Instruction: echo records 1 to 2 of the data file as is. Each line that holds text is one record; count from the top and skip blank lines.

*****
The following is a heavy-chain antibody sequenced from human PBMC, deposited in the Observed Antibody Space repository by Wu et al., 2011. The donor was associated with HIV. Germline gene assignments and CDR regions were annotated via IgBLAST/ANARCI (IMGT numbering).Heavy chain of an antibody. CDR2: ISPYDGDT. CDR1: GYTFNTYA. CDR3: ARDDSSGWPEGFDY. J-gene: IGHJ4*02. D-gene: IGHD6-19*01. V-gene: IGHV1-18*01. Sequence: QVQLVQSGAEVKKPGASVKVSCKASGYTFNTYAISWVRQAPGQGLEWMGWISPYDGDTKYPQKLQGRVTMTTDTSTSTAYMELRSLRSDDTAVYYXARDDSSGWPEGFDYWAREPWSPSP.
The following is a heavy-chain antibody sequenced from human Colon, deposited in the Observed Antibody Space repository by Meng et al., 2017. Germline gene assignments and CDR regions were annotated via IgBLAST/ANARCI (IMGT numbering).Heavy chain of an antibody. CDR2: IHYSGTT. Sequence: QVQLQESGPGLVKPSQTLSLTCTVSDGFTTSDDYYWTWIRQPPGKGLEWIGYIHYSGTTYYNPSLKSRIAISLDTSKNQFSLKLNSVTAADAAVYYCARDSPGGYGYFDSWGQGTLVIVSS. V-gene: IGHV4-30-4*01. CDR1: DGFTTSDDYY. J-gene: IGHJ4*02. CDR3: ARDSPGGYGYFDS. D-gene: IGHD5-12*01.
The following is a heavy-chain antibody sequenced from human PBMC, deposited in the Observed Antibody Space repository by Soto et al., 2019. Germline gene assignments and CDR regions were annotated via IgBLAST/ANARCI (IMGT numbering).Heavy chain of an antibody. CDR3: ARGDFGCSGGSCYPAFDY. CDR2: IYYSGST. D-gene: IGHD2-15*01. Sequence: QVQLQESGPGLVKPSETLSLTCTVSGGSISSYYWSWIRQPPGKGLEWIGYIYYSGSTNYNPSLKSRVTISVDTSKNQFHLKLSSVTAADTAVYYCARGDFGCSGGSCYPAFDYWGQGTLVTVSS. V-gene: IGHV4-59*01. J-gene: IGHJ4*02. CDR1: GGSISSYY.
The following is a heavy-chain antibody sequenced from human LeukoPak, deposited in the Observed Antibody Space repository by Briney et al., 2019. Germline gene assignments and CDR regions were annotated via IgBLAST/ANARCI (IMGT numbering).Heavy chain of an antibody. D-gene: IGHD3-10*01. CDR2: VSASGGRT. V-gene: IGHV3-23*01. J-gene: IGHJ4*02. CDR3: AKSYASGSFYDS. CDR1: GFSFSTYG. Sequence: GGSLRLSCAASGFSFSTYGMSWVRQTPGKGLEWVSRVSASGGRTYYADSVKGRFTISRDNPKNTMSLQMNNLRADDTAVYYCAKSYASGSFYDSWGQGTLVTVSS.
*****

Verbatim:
The following is a heavy-chain antibody sequenced from human PBMC, deposited in the Observed Antibody Space repository by Wu et al., 2011. The donor was associated with HIV. Germline gene assignments and CDR regions were annotated via IgBLAST/ANARCI (IMGT numbering).Heavy chain of an antibody. CDR2: ISPYDGDT. CDR1: GYTFNTYA. CDR3: ARDDSSGWPEGFDY. J-gene: IGHJ4*02. D-gene: IGHD6-19*01. V-gene: IGHV1-18*01. Sequence: QVQLVQSGAEVKKPGASVKVSCKASGYTFNTYAISWVRQAPGQGLEWMGWISPYDGDTKYPQKLQGRVTMTTDTSTSTAYMELRSLRSDDTAVYYXARDDSSGWPEGFDYWAREPWSPSP.
The following is a heavy-chain antibody sequenced from human Colon, deposited in the Observed Antibody Space repository by Meng et al., 2017. Germline gene assignments and CDR regions were annotated via IgBLAST/ANARCI (IMGT numbering).Heavy chain of an antibody. CDR2: IHYSGTT. Sequence: QVQLQESGPGLVKPSQTLSLTCTVSDGFTTSDDYYWTWIRQPPGKGLEWIGYIHYSGTTYYNPSLKSRIAISLDTSKNQFSLKLNSVTAADAAVYYCARDSPGGYGYFDSWGQGTLVIVSS. V-gene: IGHV4-30-4*01. CDR1: DGFTTSDDYY. J-gene: IGHJ4*02. CDR3: ARDSPGGYGYFDS. D-gene: IGHD5-12*01.